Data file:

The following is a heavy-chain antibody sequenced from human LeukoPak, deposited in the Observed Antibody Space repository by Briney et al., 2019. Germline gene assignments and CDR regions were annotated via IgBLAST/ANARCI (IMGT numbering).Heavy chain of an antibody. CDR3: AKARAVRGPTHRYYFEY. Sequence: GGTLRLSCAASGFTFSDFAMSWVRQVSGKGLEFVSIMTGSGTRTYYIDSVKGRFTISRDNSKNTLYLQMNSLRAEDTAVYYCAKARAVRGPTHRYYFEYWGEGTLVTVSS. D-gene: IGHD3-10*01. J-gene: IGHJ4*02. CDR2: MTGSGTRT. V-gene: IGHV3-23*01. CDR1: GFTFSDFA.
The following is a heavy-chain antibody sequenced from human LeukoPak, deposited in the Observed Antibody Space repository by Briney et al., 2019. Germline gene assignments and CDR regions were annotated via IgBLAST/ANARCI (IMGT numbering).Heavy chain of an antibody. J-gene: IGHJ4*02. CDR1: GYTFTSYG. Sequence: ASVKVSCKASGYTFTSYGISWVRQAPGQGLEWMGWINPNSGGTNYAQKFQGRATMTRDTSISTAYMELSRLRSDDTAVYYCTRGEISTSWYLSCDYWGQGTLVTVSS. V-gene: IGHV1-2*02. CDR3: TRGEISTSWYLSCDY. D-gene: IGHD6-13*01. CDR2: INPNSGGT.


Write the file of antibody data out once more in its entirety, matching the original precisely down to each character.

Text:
The following is a heavy-chain antibody sequenced from human LeukoPak, deposited in the Observed Antibody Space repository by Briney et al., 2019. Germline gene assignments and CDR regions were annotated via IgBLAST/ANARCI (IMGT numbering).Heavy chain of an antibody. CDR3: AKARAVRGPTHRYYFEY. Sequence: GGTLRLSCAASGFTFSDFAMSWVRQVSGKGLEFVSIMTGSGTRTYYIDSVKGRFTISRDNSKNTLYLQMNSLRAEDTAVYYCAKARAVRGPTHRYYFEYWGEGTLVTVSS. D-gene: IGHD3-10*01. J-gene: IGHJ4*02. CDR2: MTGSGTRT. V-gene: IGHV3-23*01. CDR1: GFTFSDFA.
The following is a heavy-chain antibody sequenced from human LeukoPak, deposited in the Observed Antibody Space repository by Briney et al., 2019. Germline gene assignments and CDR regions were annotated via IgBLAST/ANARCI (IMGT numbering).Heavy chain of an antibody. J-gene: IGHJ4*02. CDR1: GYTFTSYG. Sequence: ASVKVSCKASGYTFTSYGISWVRQAPGQGLEWMGWINPNSGGTNYAQKFQGRATMTRDTSISTAYMELSRLRSDDTAVYYCTRGEISTSWYLSCDYWGQGTLVTVSS. V-gene: IGHV1-2*02. CDR3: TRGEISTSWYLSCDY. D-gene: IGHD6-13*01. CDR2: INPNSGGT.